Thailand becomes first country to ban bitcoins, central bank rules it’s not a currency

Bitcoin issued a statement on its website Monday explaining that it had delivered a presentation to officials at the Thailand central bank to educate them on how it operates in order for the bitcoin to be traded in the Asian country.

Despite their best efforts, senior officials of the Foreign Exchange Administration and Policy Department declared that it would be illegal for bitcoin to operate in Thailand because of its present laws, capital controls and bitcoin maintaining several “financial facets.”

What this means for those living and working in Thailand is that they will be prohibited from buying and selling bitcoins – doing so would be against the law. In addition, people will be banned from buying or selling goods and services in exchange for bitcoins, sending bitcoins to individuals outside of the nation and receiving bitcoins from anyone outside of the Thailand border.

“Based on such a broad and encompassing advisement, Bitcoin Co. Ltd. therefore has no choice but to suspend operations until such as time that the laws in Thailand are updated to account for the existence of Bitcoin,” the company said in its statement.  “The Bank of Thailand has said they will further consider the issue, but did not give any specific timeline.”

Two other bitcoin exchanges have remained open as of Tuesday: Bahtcoin and Coinmill.

The central bank has yet to comment on the measure.

It has been known since its launch at the height of the economic collapse that bitcoins are not produced by the central bank. Instead, bitcoins are generated utilizing computers that then solve intricate cryptographic problems. Bitcoins are still regulated, though, at least according to the Financial Crimes Enforcement Network that noted in its guidelines that current regulations apply to virtual currencies as well.

Even with the controversy behind bitcoins and the establishment’s attempt to shut down alternative forms of currency, the bitcoin has become accepted on a broader range. The world’s first bitcoin ATM was launched this month and many others are in the midst of being propped up all over the world.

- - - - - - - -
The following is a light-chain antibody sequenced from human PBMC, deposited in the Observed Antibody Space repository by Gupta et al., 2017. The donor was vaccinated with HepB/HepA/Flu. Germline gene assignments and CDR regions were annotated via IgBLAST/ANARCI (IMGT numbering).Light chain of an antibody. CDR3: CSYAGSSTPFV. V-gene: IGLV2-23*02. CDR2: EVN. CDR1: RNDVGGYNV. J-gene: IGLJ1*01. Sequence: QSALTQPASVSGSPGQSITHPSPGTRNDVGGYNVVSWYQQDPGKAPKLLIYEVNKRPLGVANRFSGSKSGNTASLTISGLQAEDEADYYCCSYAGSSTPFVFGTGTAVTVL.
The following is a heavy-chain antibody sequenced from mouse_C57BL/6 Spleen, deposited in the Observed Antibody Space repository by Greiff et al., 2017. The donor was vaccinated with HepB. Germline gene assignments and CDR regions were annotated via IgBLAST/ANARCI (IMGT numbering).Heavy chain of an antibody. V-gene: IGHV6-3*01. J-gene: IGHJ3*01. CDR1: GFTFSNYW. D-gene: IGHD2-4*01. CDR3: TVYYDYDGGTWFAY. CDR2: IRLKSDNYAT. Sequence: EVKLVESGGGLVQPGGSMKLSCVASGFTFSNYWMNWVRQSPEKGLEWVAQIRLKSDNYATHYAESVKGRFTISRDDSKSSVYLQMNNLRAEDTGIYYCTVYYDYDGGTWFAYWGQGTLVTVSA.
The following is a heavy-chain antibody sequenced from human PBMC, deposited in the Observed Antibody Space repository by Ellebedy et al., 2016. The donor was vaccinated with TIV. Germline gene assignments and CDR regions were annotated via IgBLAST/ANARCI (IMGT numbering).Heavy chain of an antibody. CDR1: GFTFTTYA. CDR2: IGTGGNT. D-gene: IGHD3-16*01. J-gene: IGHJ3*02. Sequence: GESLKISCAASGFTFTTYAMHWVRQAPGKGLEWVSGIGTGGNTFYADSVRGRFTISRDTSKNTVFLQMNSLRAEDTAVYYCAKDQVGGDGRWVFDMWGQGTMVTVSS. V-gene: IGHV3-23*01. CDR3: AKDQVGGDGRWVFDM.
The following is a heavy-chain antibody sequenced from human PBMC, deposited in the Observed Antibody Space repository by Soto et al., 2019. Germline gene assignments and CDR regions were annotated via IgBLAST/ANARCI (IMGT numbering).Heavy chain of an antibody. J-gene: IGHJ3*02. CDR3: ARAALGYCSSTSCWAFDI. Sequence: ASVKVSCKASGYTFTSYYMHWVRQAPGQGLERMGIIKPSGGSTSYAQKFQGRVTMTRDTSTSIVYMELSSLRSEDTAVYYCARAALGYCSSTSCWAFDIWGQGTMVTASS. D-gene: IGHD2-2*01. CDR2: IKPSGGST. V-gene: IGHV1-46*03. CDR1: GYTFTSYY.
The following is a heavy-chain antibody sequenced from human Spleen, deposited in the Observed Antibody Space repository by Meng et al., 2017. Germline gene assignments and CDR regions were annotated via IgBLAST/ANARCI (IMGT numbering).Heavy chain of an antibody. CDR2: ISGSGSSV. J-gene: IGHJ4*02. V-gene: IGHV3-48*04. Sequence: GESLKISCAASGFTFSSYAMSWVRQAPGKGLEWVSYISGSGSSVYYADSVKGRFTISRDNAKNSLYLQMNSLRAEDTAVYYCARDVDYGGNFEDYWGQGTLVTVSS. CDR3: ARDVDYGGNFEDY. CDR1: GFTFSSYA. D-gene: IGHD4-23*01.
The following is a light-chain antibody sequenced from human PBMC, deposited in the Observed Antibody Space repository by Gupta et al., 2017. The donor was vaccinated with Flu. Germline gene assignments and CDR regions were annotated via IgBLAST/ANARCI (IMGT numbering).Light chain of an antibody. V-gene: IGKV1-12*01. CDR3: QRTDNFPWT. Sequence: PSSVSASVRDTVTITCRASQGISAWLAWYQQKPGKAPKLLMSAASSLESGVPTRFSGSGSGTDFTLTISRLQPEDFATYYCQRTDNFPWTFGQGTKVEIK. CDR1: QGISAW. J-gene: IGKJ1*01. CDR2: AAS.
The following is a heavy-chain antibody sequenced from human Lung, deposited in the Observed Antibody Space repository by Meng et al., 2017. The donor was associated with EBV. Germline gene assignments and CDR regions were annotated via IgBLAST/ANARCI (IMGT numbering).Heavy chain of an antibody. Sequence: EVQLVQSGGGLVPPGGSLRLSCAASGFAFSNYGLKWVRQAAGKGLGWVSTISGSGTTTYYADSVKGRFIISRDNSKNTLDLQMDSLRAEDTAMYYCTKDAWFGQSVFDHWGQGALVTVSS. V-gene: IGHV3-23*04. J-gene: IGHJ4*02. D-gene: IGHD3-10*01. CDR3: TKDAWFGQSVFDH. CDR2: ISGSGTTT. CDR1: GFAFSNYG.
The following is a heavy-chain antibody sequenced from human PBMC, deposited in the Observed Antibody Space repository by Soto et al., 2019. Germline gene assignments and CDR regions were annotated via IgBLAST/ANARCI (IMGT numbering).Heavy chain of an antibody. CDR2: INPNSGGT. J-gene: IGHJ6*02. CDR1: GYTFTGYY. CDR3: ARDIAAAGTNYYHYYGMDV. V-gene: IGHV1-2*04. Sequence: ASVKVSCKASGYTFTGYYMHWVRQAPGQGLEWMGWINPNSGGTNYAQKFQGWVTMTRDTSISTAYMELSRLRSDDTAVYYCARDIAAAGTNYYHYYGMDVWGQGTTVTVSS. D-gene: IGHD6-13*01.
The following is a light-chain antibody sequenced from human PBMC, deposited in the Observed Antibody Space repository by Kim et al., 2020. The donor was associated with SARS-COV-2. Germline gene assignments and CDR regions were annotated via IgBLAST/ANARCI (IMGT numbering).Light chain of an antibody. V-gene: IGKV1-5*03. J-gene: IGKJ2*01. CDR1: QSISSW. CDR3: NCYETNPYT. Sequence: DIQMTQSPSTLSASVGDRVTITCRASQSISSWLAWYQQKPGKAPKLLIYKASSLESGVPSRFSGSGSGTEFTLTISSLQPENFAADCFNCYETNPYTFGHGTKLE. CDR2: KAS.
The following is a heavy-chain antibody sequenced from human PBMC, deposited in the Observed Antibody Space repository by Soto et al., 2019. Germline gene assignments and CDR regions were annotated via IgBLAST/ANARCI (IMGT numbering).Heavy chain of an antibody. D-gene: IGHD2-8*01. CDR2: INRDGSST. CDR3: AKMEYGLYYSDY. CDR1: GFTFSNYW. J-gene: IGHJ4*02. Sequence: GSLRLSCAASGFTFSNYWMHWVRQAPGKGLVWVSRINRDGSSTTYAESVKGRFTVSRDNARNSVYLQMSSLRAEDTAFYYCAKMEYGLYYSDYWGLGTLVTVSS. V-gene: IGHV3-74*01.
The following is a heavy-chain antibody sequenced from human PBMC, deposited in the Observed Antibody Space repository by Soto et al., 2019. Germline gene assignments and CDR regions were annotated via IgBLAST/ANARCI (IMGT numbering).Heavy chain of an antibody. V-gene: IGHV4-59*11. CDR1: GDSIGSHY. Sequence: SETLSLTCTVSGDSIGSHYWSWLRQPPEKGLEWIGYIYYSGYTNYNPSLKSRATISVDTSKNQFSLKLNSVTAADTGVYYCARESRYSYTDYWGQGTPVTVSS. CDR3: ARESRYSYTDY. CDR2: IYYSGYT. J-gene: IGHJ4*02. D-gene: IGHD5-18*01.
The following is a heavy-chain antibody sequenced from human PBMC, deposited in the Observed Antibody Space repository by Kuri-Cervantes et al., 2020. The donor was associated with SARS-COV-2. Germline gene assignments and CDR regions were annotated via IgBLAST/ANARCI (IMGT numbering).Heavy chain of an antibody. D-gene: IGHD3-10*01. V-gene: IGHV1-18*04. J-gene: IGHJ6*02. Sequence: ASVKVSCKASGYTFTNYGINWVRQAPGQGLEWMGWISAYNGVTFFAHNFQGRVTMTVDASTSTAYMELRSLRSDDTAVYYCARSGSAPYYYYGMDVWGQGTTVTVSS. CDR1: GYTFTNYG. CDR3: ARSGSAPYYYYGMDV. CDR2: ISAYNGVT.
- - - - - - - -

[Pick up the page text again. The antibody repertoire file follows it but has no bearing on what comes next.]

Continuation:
“I don’t want to speculate at this point, but we have received over 80 inquiries from more than 40 countries. We are optimistic that we will see our machines in all continents by the end of the year,” said co-founder Zach Harvey in an interview with CNBC. “We met with our Portuguese design and manufacturing team today and we expect to start accepting pre-orders within two to three weeks.”

In April, a correction occurred in bitcoins when the price fell by 60 percent from around $265 down to about $150 – the fall took place at the time around the fall of gold and silver prices. It was reported at the time, however, that the drop in bitcoins’ value was due to too much interest.

Soon after the crash took place, Forbes published various charts that looked at previous incidents where bitcoins lost a lot of its value: Jun. 8, 2012, 68 percent decline; Jan. 17, 2012, 36 percent decline; Aug. 17, 2012, 51 percent; Mar. 6, 2013, 33 percent; and Apr. 10, 2013, 61 percent.

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